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More than 2,000 communities in India can expect better water quality and waste management when the world’s largest internet of things (IoT) network rolls out following successful trials in Mumbai, Delhi and Bangalore.
The IoT network will be implemented in stages across a number of Indian cities by telecoms giant Tata Communications and Hewlett-Packard Enterprise (HPE). Around 400 million people are expected to benefit from the network through public infrastructure and consumer applications.
A HPE spokesperson told Computer Weekly that trials are also being carried out in the areas of street lighting as well as theft protection using proximity sensors. Safety measures using tracking and SOS-based devices will also improve the personal safety of individuals.
Powered by HPE’s Universal IoT platform, the IoT network uses a proprietary flavour of low-power wide-area networking (LPWAN) called Lora to provide IoT connectivity for sensors and devices.
“The sheer size of this project is incredible, bringing new services to millions of people,” said David Sliter, HPE’s vice-president and general manager for communications solutions business.
“Through our partner centric approach, the HPE Universal IoT platform will enable Tata Communications to build multiple vertical cases for its IoT network in India on a common platform with a common data model.”
On the choice of Lora’s LPWAN technology over other IoT connectivity options, such as the GSM Association’s Narrowband IoT (NB-IoT), HPE said Lora stood out over all the available technology that was tested and compared more than 12 months ago.
“LPWAN is a highly secure, wireless technology, developed to support low power, wide-area network requirements for efficient machine-to-machine [M2M] communications and IoT applications,” it said.
“With HPE’s IoT Network platform, we now provide an integrated system that is device agnostic and can measure and monitor and support with insights to deliver a complete IoT management service capability.”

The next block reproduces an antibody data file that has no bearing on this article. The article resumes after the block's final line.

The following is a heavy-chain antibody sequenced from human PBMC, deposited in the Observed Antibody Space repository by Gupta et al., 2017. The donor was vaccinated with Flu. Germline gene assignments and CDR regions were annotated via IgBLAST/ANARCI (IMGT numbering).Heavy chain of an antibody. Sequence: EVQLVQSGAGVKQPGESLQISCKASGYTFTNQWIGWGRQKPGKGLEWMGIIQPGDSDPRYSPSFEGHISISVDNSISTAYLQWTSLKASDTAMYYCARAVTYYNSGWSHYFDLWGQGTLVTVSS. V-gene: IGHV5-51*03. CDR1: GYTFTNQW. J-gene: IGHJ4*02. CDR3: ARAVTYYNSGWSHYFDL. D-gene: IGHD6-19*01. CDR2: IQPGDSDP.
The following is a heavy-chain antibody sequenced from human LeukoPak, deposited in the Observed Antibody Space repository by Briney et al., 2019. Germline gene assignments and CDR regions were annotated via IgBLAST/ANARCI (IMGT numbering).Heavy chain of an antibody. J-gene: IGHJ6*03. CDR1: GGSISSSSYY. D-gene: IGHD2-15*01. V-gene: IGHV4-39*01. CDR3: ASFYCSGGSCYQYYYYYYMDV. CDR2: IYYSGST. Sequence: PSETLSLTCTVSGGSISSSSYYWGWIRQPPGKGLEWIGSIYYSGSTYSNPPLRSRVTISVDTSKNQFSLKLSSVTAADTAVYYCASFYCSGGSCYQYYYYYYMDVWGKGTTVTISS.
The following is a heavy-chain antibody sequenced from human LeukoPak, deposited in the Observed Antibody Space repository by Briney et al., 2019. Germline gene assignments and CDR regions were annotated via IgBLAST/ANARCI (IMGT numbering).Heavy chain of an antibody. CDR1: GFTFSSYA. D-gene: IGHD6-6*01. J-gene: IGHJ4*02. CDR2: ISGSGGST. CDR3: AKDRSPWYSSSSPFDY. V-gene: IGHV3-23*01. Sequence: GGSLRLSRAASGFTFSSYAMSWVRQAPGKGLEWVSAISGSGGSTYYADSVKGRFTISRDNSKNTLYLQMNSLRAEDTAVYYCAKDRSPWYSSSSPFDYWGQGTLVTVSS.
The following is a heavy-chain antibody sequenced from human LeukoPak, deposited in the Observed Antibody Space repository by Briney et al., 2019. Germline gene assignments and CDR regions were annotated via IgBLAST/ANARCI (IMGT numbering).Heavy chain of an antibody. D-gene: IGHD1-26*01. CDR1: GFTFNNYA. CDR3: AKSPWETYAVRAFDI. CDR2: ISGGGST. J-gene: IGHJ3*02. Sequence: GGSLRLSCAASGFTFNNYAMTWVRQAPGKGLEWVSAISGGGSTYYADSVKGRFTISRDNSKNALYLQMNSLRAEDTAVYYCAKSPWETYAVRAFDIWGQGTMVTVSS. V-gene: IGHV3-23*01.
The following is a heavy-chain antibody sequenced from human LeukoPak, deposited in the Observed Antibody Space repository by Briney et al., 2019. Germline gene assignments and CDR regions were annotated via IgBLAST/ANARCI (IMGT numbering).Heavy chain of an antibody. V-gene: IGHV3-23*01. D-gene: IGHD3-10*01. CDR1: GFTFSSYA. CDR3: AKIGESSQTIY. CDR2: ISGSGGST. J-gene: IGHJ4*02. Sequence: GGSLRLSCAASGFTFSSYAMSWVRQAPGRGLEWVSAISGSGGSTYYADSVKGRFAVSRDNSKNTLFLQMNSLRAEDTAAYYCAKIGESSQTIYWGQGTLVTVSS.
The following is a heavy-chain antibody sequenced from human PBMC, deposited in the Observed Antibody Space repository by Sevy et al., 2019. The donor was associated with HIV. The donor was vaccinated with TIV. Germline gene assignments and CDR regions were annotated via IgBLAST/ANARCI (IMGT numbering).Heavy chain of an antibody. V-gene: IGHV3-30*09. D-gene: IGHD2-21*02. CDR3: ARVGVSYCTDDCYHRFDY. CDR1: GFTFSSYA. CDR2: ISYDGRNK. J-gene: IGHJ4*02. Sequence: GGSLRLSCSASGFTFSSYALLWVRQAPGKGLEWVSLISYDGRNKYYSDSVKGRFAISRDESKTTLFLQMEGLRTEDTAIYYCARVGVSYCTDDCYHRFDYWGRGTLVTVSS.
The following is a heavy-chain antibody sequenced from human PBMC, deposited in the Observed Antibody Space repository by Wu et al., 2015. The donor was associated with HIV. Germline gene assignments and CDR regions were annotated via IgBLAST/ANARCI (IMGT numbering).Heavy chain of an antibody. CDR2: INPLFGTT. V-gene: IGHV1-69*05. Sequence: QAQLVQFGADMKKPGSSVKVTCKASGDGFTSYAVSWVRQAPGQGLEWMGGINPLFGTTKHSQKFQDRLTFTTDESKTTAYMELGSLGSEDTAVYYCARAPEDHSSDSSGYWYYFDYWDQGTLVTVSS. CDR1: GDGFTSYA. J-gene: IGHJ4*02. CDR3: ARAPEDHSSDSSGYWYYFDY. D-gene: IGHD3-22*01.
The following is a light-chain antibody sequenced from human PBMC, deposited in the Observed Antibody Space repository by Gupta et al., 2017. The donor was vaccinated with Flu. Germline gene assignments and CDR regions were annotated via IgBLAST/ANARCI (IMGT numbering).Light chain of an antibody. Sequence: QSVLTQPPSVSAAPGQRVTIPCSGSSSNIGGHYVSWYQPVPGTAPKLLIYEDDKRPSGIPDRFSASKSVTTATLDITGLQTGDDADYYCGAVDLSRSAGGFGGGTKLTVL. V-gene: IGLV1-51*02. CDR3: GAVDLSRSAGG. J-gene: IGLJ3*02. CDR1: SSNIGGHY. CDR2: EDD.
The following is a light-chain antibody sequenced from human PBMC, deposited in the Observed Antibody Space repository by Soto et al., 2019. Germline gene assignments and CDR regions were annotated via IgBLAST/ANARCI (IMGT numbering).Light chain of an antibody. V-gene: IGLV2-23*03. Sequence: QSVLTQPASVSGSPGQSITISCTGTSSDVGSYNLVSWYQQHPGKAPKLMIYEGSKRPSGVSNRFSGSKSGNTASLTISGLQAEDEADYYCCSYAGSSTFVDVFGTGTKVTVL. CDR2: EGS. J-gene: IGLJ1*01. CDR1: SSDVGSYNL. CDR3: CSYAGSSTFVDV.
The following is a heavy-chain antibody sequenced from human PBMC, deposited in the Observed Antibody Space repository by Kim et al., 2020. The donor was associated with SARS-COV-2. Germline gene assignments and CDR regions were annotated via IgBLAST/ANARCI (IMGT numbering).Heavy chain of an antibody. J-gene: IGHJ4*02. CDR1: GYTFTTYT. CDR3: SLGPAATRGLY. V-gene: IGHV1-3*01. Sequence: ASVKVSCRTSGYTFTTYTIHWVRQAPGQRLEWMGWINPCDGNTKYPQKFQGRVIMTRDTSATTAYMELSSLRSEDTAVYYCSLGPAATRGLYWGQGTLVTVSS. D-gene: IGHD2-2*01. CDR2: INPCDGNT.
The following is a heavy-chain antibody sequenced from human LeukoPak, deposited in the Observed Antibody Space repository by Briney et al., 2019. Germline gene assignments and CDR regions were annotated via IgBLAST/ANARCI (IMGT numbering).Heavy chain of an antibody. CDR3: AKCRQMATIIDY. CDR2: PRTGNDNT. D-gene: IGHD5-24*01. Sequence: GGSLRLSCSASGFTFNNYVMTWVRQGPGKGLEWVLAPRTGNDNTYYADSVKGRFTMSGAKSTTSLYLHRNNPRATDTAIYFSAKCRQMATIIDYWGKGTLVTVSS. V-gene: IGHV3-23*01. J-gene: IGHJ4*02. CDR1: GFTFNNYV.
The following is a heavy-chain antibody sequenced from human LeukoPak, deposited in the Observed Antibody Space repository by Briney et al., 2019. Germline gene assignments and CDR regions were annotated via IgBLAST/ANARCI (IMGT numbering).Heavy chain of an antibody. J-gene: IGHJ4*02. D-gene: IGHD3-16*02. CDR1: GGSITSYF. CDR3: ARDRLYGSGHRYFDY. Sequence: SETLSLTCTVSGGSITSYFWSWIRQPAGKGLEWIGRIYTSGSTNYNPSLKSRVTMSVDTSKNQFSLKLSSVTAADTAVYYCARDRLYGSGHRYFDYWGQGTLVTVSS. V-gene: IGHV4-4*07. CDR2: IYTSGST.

Besides India, Southeast Asia is set for a flurry of IoT developments in 2017. In April, Thailand will roll out an IoT network in Phuket and central Bangkok, where tourists can look forward to a location tracking service.
And in the third quarter, Singapore’s largest telco Singtel will start trials that let consumers monitor IoT apps and devices from a single platform it developed with Ericsson. This follows the launch of the city-state’s nationwide Sigfox-based IoT network in February 2017.
Irza Suprapto, director at Asia IoT business platform, told Computer Weekly that adoption of IoT in Southeast Asia has been increasing over the past four years, with some companies beginning to see the benefits of adoption.
Read more about IoT in APAC
- Australia is adopting an internet of things standard that was developed in the UK to help improve security, among other things.
- Experts in Singapore say physical security, encryption and tokenisation can enhance the security of connected things.
- Malaysia is exploring the use of internet of things technologies for agriculture in Asean, driven by collaboration between government and the private sector.
- Australia is preparing for the rapid adoption of the internet of things with a regulatory framework.
Suprapto noted that cost has been a driver for IoT adoption in the region, with more interest from countries that are in early stages economic development due to lower costs of upgrading from legacy systems. Other drivers include efforts by telcos to provide IoT system as well as government support.
“Governments have created policies which increase the number of solutions available to enterprises and promote their adoption by providing financial and non-financial support. For example, Singapore has spent a lot of resources to promote their Smart Nation programme globally to attract international companies to partake in local projects,” he said.
“Malaysia has the National IoT Roadmap which targets RM9.5bn (US$2.2bn) contribution to gross national income by 2020. The execution of these programmes will determine how local adoption rates of IoT vary over the next three to five years,” he added.